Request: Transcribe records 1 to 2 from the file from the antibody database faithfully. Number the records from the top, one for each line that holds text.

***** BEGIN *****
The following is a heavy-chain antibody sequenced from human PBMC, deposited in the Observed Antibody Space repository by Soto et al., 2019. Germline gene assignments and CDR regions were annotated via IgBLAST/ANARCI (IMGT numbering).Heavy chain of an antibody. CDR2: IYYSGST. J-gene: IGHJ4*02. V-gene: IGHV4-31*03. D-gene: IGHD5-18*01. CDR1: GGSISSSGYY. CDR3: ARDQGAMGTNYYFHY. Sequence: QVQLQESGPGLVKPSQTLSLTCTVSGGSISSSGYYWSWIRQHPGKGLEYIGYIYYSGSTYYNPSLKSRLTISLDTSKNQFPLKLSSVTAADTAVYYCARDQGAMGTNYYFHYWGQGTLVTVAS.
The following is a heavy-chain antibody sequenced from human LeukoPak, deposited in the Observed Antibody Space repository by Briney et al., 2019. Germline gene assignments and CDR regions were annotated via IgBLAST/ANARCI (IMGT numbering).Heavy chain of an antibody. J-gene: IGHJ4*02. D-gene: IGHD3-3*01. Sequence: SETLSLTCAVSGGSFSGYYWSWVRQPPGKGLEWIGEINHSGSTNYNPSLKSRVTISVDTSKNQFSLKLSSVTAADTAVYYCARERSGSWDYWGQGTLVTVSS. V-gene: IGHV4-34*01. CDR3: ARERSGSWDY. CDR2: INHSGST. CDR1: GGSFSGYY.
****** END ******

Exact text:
The following is a heavy-chain antibody sequenced from human PBMC, deposited in the Observed Antibody Space repository by Soto et al., 2019. Germline gene assignments and CDR regions were annotated via IgBLAST/ANARCI (IMGT numbering).Heavy chain of an antibody. CDR2: IYYSGST. J-gene: IGHJ4*02. V-gene: IGHV4-31*03. D-gene: IGHD5-18*01. CDR1: GGSISSSGYY. CDR3: ARDQGAMGTNYYFHY. Sequence: QVQLQESGPGLVKPSQTLSLTCTVSGGSISSSGYYWSWIRQHPGKGLEYIGYIYYSGSTYYNPSLKSRLTISLDTSKNQFPLKLSSVTAADTAVYYCARDQGAMGTNYYFHYWGQGTLVTVAS.
The following is a heavy-chain antibody sequenced from human LeukoPak, deposited in the Observed Antibody Space repository by Briney et al., 2019. Germline gene assignments and CDR regions were annotated via IgBLAST/ANARCI (IMGT numbering).Heavy chain of an antibody. J-gene: IGHJ4*02. D-gene: IGHD3-3*01. Sequence: SETLSLTCAVSGGSFSGYYWSWVRQPPGKGLEWIGEINHSGSTNYNPSLKSRVTISVDTSKNQFSLKLSSVTAADTAVYYCARERSGSWDYWGQGTLVTVSS. V-gene: IGHV4-34*01. CDR3: ARERSGSWDY. CDR2: INHSGST. CDR1: GGSFSGYY.